Andrew King, Guest Columnist
National Security Minister Peter Bunting in August confirmed that a Federal Bureau of Investigation (FBI)-style anti-crime agency was to be created in Jamaica. Minister Bunting and his technocrats merged the Major Organised Crime and Anti-Corruption Agency (MOCA) with the Anti-Corruption Branch of the Jamaica Constabulary Force (JCF). He noted that "the new agency will give greater reach and increase our capacity to carry out investigations on people of interest, including the police and those in public office".
For us to understand the minister's rationale for wanting to set up an FBI-style agency, we must first understand and appreciate the difference between the FBI and local police departments.
The FBI is the US government's domestic law-enforcement agency. It is tasked with conducting professional investigations to identify, disrupt and dismantle (sounds like our anti-gang legislation?) existing and emerging criminal enterprises; and gather, analyse and assess information and intelligence of planned or committed criminal acts.
The police, on the other hand, handle the day-to-day maintenance of law and order that include all measures to prevent the breaking of laws and the investigating and solving of crimes. The FBI, being the premier investigating agency, assists the police in handling important cases, including inter-state crime and kidnappings.
If the minister is to create a successful FBI-style agency, we must examine the critical issues that will shape our long-term national-security strategy. Consolidate manpower and scarce resources along with a special focus on separate, specialised security agencies that will help to sharpen the responses needed for specific problems.
Address security issues
The creation of a 'third-tiered' security agency is not unique within the Commonwealth. Singapore, with a population of approximately 5.4 million people (June 2013), has a police and defence force. Singapore also has a third-tiered security agency known as the Internal Security Department (ISD), established by the Internal Security Act (1985).
The task of the ISD is to confront and address security issues and latent threats. It collects and analyses intelligence and presents its assessment and policy recommendations to the Government. It also investigates and, where necessary, takes direct action in relation to the defined security threats of terrorism and politically motivated violence, foreign subversion, espionage, and communal extremism.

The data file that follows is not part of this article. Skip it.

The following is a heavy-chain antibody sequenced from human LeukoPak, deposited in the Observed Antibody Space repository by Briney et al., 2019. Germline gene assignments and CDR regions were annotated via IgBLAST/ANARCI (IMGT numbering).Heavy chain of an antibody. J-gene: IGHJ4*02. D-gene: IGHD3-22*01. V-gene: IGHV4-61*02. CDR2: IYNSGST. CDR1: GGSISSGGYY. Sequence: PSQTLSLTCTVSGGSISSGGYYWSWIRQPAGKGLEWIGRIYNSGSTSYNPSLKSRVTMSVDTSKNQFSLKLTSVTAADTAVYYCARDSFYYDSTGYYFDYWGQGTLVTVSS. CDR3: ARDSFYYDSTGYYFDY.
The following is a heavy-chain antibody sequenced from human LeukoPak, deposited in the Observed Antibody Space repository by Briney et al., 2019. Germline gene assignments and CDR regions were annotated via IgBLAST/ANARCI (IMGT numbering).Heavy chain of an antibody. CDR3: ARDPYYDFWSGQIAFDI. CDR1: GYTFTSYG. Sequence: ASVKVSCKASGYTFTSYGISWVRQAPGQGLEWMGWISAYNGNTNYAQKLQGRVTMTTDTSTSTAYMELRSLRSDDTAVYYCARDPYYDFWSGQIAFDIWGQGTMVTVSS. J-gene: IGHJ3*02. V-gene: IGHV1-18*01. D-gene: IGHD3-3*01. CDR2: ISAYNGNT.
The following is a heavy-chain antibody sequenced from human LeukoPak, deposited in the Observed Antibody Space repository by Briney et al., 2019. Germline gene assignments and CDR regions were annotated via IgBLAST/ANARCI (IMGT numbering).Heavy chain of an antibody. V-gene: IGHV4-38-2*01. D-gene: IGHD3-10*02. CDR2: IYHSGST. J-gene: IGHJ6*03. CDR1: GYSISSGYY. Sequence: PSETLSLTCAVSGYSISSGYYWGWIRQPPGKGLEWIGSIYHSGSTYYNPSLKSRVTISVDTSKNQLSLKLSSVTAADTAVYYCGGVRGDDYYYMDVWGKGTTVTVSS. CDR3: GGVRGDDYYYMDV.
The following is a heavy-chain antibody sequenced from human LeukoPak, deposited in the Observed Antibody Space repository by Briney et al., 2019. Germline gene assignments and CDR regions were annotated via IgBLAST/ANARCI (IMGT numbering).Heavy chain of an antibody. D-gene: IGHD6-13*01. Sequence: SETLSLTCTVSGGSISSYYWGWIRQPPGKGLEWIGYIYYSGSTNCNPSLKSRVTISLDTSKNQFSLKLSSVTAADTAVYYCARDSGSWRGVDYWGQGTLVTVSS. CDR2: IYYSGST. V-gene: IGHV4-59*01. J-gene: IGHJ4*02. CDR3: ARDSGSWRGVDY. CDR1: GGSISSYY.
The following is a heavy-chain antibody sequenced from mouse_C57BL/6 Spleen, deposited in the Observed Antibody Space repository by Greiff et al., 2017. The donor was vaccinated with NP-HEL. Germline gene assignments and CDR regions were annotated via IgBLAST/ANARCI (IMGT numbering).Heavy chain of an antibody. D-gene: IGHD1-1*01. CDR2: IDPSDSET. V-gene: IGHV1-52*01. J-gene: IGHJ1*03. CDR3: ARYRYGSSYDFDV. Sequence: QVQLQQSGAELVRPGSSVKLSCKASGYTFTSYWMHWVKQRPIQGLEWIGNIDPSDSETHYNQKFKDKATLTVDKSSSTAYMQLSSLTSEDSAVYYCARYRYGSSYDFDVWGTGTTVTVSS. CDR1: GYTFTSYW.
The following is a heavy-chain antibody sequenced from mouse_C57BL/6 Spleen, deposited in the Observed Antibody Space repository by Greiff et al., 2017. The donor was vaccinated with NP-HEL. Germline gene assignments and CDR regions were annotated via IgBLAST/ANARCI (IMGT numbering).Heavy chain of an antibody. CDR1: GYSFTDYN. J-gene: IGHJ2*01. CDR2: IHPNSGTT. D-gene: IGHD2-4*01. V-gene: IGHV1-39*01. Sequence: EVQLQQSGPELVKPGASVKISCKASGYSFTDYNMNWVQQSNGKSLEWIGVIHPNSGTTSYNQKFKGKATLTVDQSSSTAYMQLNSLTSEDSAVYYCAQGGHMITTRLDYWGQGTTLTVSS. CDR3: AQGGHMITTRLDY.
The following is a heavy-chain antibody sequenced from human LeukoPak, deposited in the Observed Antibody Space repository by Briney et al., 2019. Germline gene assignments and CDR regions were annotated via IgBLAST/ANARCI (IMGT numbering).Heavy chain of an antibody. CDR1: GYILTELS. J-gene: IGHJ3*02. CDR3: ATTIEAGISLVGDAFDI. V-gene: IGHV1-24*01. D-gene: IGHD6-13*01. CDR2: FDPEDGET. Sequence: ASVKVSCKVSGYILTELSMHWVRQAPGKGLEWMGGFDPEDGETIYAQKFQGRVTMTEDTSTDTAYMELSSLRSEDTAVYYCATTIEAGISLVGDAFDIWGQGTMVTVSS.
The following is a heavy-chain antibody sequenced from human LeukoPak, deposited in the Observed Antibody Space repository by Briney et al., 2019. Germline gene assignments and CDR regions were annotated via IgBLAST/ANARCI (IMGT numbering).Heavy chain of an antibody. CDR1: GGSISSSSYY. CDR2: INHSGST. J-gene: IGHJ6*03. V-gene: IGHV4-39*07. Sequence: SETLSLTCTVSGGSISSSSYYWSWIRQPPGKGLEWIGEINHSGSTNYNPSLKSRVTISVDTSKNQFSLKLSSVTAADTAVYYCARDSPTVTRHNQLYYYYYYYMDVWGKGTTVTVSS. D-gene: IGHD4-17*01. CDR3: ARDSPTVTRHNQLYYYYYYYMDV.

The ISD's powers of investigation and arrest are identical to police powers and are likewise regulated and governed by the laws of the land. It is responsible for setting standards and acts as the security consultant for public-sector agencies (excluding the defence ministry). The director of the ISD is 'classified' and reports to the minister of home affairs.
I wish to make the following recommendations to the minister of national security:
1. The minister should consider merging MOCA, Bureau of Special Investigation, Fraud Squad, Centre for the Investigation of Sexual Offences and Child Abuse, Cybercrimes unit, Narcotics, DNA, and Visual Identifications units of the JCF to form this new FBI-style agency. Restructure the police force into a police service, allowing the police to focus on maintaining law and order, community policing, investigating, and solving crimes in their respective divisions. This new agency must be governed by the necessary legislation and report to the National Security Council and Parliament through the minister of national security.
2. One critical component in combating transnational and organised crime is good intelligence. Accurate and early intelligence allows authorities to disrupt plots and arrest key operatives. The Government should merge the National Intelligence Bureau with the Anti-Gang Intelligence Unit of the JCF and Military Intelligence of the JDF to create a new State Intelligence Agency governed by an Intelligence Act. This new intelligence agency will be an independent arm of the FBI-style agency.
3. The minister of finance should consider merging the Financial Investigative Division and the Jamaica Customs Agency to form the new Jamaica Revenue and Customs Agency responsible for the administration and collection of customs, passenger and airport duties, investigation of serious fiscal crime, including drug trafficking, tobacco and alcohol smuggling; and the protection of Jamaica's borders.
4. Recognising the need to create a clear, coordinated border-control system, the Government should replace the privately contracted security company tasked with checking outbound luggage and passengers. Deploy customs officers to monitor, regulate and manage the outbound checkpoints.
Beyond the specific recommendations, more can be done. We have to comprehensively review areas such as intelligence, policing, border controls, critical infrastructure, and revenue protection.
The Government must stay resolute on reforming the country's security apparatus, and the people and police remain united in the dismantling of organised crime.